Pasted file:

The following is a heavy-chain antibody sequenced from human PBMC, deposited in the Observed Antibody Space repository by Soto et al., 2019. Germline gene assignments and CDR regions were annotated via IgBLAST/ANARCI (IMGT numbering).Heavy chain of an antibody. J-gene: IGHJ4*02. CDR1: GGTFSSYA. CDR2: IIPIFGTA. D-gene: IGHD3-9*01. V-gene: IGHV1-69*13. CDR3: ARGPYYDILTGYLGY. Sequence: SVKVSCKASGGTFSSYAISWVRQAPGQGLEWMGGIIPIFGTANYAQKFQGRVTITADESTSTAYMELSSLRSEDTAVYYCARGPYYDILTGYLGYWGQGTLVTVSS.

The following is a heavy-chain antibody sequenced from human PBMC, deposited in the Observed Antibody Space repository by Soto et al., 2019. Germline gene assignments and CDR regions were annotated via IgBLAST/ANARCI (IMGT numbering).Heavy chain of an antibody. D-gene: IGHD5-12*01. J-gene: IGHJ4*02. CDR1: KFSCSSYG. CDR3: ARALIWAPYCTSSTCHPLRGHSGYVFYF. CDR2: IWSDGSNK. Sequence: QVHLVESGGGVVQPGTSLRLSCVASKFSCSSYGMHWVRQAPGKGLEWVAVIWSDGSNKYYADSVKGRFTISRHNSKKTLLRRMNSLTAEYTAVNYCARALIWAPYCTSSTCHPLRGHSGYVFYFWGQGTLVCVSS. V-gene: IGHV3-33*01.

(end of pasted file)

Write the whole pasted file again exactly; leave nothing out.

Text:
The following is a heavy-chain antibody sequenced from human PBMC, deposited in the Observed Antibody Space repository by Soto et al., 2019. Germline gene assignments and CDR regions were annotated via IgBLAST/ANARCI (IMGT numbering).Heavy chain of an antibody. J-gene: IGHJ4*02. CDR1: GGTFSSYA. CDR2: IIPIFGTA. D-gene: IGHD3-9*01. V-gene: IGHV1-69*13. CDR3: ARGPYYDILTGYLGY. Sequence: SVKVSCKASGGTFSSYAISWVRQAPGQGLEWMGGIIPIFGTANYAQKFQGRVTITADESTSTAYMELSSLRSEDTAVYYCARGPYYDILTGYLGYWGQGTLVTVSS.

The following is a heavy-chain antibody sequenced from human PBMC, deposited in the Observed Antibody Space repository by Soto et al., 2019. Germline gene assignments and CDR regions were annotated via IgBLAST/ANARCI (IMGT numbering).Heavy chain of an antibody. D-gene: IGHD5-12*01. J-gene: IGHJ4*02. CDR1: KFSCSSYG. CDR3: ARALIWAPYCTSSTCHPLRGHSGYVFYF. CDR2: IWSDGSNK. Sequence: QVHLVESGGGVVQPGTSLRLSCVASKFSCSSYGMHWVRQAPGKGLEWVAVIWSDGSNKYYADSVKGRFTISRHNSKKTLLRRMNSLTAEYTAVNYCARALIWAPYCTSSTCHPLRGHSGYVFYFWGQGTLVCVSS. V-gene: IGHV3-33*01.